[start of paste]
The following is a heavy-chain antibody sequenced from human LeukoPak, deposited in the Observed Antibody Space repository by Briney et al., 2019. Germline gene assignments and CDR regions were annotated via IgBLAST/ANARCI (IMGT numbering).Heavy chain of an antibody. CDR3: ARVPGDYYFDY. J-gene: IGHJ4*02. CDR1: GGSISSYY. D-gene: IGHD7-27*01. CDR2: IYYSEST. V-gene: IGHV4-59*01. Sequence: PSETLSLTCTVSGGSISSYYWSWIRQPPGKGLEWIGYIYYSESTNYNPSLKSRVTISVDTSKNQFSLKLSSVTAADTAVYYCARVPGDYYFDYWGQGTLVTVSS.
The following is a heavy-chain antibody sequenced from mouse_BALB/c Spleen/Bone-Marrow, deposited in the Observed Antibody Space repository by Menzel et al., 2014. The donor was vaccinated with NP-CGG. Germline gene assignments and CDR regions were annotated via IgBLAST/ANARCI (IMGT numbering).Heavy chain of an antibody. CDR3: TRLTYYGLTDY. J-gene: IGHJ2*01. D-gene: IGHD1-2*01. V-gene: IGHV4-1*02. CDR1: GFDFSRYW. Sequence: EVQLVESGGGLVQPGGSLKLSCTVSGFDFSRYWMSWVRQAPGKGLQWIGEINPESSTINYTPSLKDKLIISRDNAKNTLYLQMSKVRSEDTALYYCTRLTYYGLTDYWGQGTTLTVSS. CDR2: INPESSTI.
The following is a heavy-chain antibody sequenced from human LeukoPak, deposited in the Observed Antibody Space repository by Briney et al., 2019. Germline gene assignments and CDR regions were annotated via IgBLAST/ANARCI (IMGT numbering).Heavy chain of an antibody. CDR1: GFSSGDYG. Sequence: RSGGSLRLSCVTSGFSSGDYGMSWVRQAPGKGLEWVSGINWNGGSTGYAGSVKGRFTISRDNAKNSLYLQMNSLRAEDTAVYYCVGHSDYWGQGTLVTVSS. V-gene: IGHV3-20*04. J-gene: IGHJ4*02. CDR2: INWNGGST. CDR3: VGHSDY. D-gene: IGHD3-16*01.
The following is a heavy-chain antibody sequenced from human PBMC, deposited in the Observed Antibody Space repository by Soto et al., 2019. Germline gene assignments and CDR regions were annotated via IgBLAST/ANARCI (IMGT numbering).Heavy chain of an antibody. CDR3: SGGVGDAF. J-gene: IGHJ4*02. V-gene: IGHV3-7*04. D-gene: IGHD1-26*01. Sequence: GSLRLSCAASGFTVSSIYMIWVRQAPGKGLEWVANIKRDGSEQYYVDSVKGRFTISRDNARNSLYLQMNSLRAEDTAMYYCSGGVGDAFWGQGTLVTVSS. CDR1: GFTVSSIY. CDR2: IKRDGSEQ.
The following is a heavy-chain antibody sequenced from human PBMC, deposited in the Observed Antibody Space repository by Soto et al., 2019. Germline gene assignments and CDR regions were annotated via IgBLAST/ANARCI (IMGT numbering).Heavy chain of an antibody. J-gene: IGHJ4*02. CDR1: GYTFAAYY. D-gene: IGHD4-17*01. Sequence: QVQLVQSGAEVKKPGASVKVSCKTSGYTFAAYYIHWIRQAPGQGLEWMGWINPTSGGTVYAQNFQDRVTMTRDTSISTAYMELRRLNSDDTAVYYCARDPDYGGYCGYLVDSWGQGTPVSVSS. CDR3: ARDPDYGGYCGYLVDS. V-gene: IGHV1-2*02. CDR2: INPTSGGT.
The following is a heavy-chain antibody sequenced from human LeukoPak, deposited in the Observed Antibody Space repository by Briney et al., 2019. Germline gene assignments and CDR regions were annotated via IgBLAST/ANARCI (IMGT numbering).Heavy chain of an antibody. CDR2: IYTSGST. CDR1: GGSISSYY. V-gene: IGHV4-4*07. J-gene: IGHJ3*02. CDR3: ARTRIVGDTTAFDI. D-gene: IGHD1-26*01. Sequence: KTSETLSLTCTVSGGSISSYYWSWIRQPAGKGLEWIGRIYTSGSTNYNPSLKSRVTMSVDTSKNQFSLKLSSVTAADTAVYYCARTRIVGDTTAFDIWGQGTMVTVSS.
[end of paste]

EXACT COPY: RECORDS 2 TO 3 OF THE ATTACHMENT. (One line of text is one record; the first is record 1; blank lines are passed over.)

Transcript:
The following is a heavy-chain antibody sequenced from mouse_BALB/c Spleen/Bone-Marrow, deposited in the Observed Antibody Space repository by Menzel et al., 2014. The donor was vaccinated with NP-CGG. Germline gene assignments and CDR regions were annotated via IgBLAST/ANARCI (IMGT numbering).Heavy chain of an antibody. CDR3: TRLTYYGLTDY. J-gene: IGHJ2*01. D-gene: IGHD1-2*01. V-gene: IGHV4-1*02. CDR1: GFDFSRYW. Sequence: EVQLVESGGGLVQPGGSLKLSCTVSGFDFSRYWMSWVRQAPGKGLQWIGEINPESSTINYTPSLKDKLIISRDNAKNTLYLQMSKVRSEDTALYYCTRLTYYGLTDYWGQGTTLTVSS. CDR2: INPESSTI.
The following is a heavy-chain antibody sequenced from human LeukoPak, deposited in the Observed Antibody Space repository by Briney et al., 2019. Germline gene assignments and CDR regions were annotated via IgBLAST/ANARCI (IMGT numbering).Heavy chain of an antibody. CDR1: GFSSGDYG. Sequence: RSGGSLRLSCVTSGFSSGDYGMSWVRQAPGKGLEWVSGINWNGGSTGYAGSVKGRFTISRDNAKNSLYLQMNSLRAEDTAVYYCVGHSDYWGQGTLVTVSS. V-gene: IGHV3-20*04. J-gene: IGHJ4*02. CDR2: INWNGGST. CDR3: VGHSDY. D-gene: IGHD3-16*01.